The levels of 10 metabolites in the blood such as amino acids and lipoproteins are associated with a person’s risk of stroke, according to metabolomics research
Higher levels of histidine were found to be associated with a lower risk of ischaemic stroke, according to a study carried out at Erasmus University Medical Centre in the Netherlands.
Conversely levels of pyruvate were associated with an increased risk of stroke, according to the analysis of the levels of 147 metabolites among 38,797 people.
Published in Neurology the meta-analysis included pooled data from seven studies in which 1,791 people had a stroke during the follow-up period of two to fifteen years.
Of 10 metabolites linked to stroke risk, the strongest association was found with the amino acid histidine. With every one standard deviation increase in levels of histidine, people had a 10% lower risk of stroke, after adjusting for other factors that could affect risk of stroke, such as high blood pressure, diabetes, smoking and body mass index.
“Histidine can be converted to histamine, which has been shown to have a strong effect on the dilation of the blood vessels,” said study author Dr Dina Vojinovic, (PhD), an epidemiologist at the centre.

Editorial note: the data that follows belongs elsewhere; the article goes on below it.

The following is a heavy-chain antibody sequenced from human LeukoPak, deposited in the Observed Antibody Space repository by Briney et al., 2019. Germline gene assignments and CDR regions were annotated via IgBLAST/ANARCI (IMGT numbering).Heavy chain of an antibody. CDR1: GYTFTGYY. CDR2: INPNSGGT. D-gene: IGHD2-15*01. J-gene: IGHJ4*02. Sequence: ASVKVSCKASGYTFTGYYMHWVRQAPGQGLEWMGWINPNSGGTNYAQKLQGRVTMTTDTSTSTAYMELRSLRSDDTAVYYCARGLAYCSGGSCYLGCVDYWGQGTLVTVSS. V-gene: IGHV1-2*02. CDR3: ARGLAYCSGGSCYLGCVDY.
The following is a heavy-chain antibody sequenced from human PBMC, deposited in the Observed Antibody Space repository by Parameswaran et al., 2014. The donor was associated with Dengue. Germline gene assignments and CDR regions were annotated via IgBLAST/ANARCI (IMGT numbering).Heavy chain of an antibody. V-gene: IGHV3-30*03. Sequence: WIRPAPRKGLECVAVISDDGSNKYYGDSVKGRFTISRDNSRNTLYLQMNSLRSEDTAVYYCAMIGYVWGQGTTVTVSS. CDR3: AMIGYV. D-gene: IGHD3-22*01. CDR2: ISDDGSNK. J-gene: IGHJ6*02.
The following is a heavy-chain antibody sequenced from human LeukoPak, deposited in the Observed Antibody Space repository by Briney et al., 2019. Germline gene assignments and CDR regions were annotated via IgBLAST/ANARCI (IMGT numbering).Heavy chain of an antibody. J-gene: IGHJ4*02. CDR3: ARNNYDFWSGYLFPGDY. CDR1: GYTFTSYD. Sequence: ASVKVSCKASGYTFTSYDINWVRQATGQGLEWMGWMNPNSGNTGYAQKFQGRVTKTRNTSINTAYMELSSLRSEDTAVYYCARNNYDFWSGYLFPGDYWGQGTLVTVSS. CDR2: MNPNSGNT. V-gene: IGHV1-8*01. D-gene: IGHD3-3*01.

“It also functions as a neurotransmitter in the brain and has been shown in some studies to reduce blood pressure and inflammation, so this finding is not surprising.”
Pyruvate, which is produced when cells break down glucose, increased a person’s risk of stroke. With every one standard deviation increase in levels of pyruvate, people had a 13% higher risk of ischaemic stroke.
“Pyruvate is critical for supplying energy to a cell and has been shown in previous studies to decrease inflammation, while in contrast, to also increase a person’s risk for cardiovascular disease, so more research is needed,” said Dr Vojinovic.
HDL cholesterols, HDL and HDL2, were also associated with a lower risk of ischaemic stroke, whereas LDL cholesterols were associated with a higher risk of stroke. Associations were also seen with phenylalanine and glycoprotein acetyls.
The study authors said the associations, if confirmed could be used to identify people at high risk of stroke and to understand the aetiology of stroke, and develop future prevention strategies.
“Detailed profiling of metabolic status can provide insights into metabolic changes that lead to a higher risk of stroke. As the metabolome reflects both genome and exposome including exposures to risk factors that determine the risk of stroke, this new –omics technology may open new avenues towards stroke prevention,” they wrote